You hear their blurbs on the local radio station. You see their infomercials on your favorite PBS station. They are even highlighted on the nightly news and morning shows. Today’s financial gurus are everywhere, and they have a lot to say about your money – and how you spend it.
The advice they tout may seem solid, but the question remains, do the likes of Suze Orman, Dave Ramsey; Jean Chatzky and David Bach know what they are talking about? Is it smart to trust what they have to say? Are their quick tips and financial tweets solid?
They Have Walked in Your Shoes
Everyone likes a good underdog story; especially when you feel like one yourself. One of the things that endear us to these modern day financial gurus is the fact that many of them have backgrounds similar to our own. Both Suze Orman and Dave Ramsey have experienced real financial difficulties in the past, even claiming bankruptcy. This can make their advice seem more reputable to the average person. If they have walked in your shoes, they wouldn’t steer you wrong, right?
No Plan is Perfect
Don’t get carried away with those personal sob stories. They may grab your attention, but the fact remains that no single plan is perfect. Many of these so-called gurus offer a one-size-fits-all program, which may not be appropriate for your personal circumstances.
For instance, much of Dave Ramsey’s philosophy depends on the fact that many people go into debt by buying things they cannot afford. Simply sell that big house or second car and you can get your budget under control and pay down your debt. That’s sounds good until you realize you don’t have anything to sell off.
What are those who find themselves in debt to circumstances beyond their control (like a job loss or medical problems) to do? Without the ability to get money by selling off personal items, Ramsey’s debt snowball philosophy has a hard time gaining momentum.
A better approach to managing your money may be to take tips from individual experts that fit your personal experience and use them to develop a program that will work for you.
The Pros and Cons of Listening to Gurus
If you are like millions of others who find themselves strapped for cash and drowning in debt, then you will likely find some nuggets of gold in these gurus’ messages. Dave Ramsey, for instance, is great at helping people recognize their poor spending habits and climbing out of a hole of debt.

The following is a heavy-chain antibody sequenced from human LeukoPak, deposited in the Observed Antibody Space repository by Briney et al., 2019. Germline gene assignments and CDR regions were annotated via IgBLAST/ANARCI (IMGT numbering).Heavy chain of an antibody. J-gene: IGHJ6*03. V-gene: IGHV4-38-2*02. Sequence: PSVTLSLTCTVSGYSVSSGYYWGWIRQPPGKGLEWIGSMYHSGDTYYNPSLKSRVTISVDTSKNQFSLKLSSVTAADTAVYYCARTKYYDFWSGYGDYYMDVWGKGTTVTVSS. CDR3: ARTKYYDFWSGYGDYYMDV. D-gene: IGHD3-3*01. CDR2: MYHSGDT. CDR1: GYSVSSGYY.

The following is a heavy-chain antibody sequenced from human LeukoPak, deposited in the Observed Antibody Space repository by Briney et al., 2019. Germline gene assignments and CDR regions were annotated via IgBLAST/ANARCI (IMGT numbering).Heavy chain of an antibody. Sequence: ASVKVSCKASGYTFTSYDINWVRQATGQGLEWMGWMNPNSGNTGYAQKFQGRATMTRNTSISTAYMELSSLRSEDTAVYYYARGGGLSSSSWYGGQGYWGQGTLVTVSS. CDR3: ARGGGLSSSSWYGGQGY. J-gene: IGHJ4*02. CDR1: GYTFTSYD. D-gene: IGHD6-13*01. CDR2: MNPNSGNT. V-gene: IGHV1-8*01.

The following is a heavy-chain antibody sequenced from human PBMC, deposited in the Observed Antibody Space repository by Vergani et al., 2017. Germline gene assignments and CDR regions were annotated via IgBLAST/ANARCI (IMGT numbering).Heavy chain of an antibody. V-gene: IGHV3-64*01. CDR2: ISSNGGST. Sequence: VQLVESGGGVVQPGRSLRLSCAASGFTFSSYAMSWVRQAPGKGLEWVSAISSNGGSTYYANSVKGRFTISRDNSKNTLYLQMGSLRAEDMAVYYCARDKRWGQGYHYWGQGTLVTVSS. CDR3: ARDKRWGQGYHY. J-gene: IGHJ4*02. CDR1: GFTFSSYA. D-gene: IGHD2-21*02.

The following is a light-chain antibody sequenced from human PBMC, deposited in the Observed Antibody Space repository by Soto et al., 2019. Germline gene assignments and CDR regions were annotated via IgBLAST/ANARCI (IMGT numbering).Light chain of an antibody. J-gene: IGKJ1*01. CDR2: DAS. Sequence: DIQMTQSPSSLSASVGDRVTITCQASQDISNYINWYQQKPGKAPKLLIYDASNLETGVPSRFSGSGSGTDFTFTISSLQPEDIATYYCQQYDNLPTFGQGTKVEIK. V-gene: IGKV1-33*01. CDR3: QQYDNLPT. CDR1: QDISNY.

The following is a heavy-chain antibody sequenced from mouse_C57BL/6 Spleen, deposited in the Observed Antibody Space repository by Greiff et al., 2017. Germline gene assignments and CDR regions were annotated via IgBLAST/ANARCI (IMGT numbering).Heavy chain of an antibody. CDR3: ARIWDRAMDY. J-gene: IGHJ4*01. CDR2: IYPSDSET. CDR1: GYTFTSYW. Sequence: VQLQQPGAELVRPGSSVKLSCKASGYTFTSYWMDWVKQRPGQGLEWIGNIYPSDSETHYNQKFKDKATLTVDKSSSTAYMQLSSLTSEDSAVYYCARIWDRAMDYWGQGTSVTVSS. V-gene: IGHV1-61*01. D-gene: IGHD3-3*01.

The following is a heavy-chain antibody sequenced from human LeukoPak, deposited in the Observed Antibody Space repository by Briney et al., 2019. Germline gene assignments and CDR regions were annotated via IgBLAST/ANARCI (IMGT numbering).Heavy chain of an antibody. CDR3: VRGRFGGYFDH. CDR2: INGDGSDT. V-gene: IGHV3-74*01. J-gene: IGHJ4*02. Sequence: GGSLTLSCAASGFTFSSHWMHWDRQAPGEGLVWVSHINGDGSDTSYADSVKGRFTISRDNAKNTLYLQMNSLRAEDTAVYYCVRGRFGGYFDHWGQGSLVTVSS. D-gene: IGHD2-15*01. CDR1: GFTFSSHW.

Suze Orman, on the other hand, prides herself in helping people take financial responsibility, while David Bach is an expert at tracking expenses.
While each of these experts offers some solid tips for getting out of debt and building investments for a strong financial future, there are some things to keep in mind when following their advice:
It is true that the average American wastes thousands of dollars every year on small insignificant spending habits that can be easily broken, giving them more money for the important things in life. But will giving up that morning bagel have the impact that some financial experts claim it will? Only if it is one of many changes made to the way you think about and use your money. Too many debt reduction programs out there concentrate on small gains, when they should be tackling the bigger money issues.
Use Their Advice as a Beginning, Not the Whole Journey
Finding financial freedom is not a sprint; it is a marathon – a very long marathon. Let the quick start tips and tricks of today’s media moguls get you started on a lifelong path of smarter spending … more experienced investing … and financial growth. Use their message to invigorate and motivate you and take their inspiring words and ideas to get you started in your quest to free yourself of debt and begin building wealth for your future.
Are today’s financial gurus true experts or simply entertainers? The fact is, they are both. That is, once you understand that you can use what they have to say to navigate your own path down the road of financial freedom.